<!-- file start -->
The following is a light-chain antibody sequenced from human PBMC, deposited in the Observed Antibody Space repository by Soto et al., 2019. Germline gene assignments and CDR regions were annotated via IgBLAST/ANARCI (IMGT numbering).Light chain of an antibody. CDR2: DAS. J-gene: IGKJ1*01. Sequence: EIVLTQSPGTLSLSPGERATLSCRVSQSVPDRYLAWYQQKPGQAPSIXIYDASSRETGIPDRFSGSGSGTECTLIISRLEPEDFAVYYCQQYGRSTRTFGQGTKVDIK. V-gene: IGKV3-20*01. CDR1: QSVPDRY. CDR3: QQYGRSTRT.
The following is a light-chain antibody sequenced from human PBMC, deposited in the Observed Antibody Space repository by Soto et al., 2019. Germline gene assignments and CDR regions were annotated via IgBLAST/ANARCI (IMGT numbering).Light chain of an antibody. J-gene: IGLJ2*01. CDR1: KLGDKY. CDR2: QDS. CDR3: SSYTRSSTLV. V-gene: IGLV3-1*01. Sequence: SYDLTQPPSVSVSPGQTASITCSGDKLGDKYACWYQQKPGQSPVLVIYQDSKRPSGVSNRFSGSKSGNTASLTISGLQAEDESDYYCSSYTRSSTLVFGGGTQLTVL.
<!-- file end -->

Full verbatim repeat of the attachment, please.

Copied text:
The following is a light-chain antibody sequenced from human PBMC, deposited in the Observed Antibody Space repository by Soto et al., 2019. Germline gene assignments and CDR regions were annotated via IgBLAST/ANARCI (IMGT numbering).Light chain of an antibody. CDR2: DAS. J-gene: IGKJ1*01. Sequence: EIVLTQSPGTLSLSPGERATLSCRVSQSVPDRYLAWYQQKPGQAPSIXIYDASSRETGIPDRFSGSGSGTECTLIISRLEPEDFAVYYCQQYGRSTRTFGQGTKVDIK. V-gene: IGKV3-20*01. CDR1: QSVPDRY. CDR3: QQYGRSTRT.
The following is a light-chain antibody sequenced from human PBMC, deposited in the Observed Antibody Space repository by Soto et al., 2019. Germline gene assignments and CDR regions were annotated via IgBLAST/ANARCI (IMGT numbering).Light chain of an antibody. J-gene: IGLJ2*01. CDR1: KLGDKY. CDR2: QDS. CDR3: SSYTRSSTLV. V-gene: IGLV3-1*01. Sequence: SYDLTQPPSVSVSPGQTASITCSGDKLGDKYACWYQQKPGQSPVLVIYQDSKRPSGVSNRFSGSKSGNTASLTISGLQAEDESDYYCSSYTRSSTLVFGGGTQLTVL.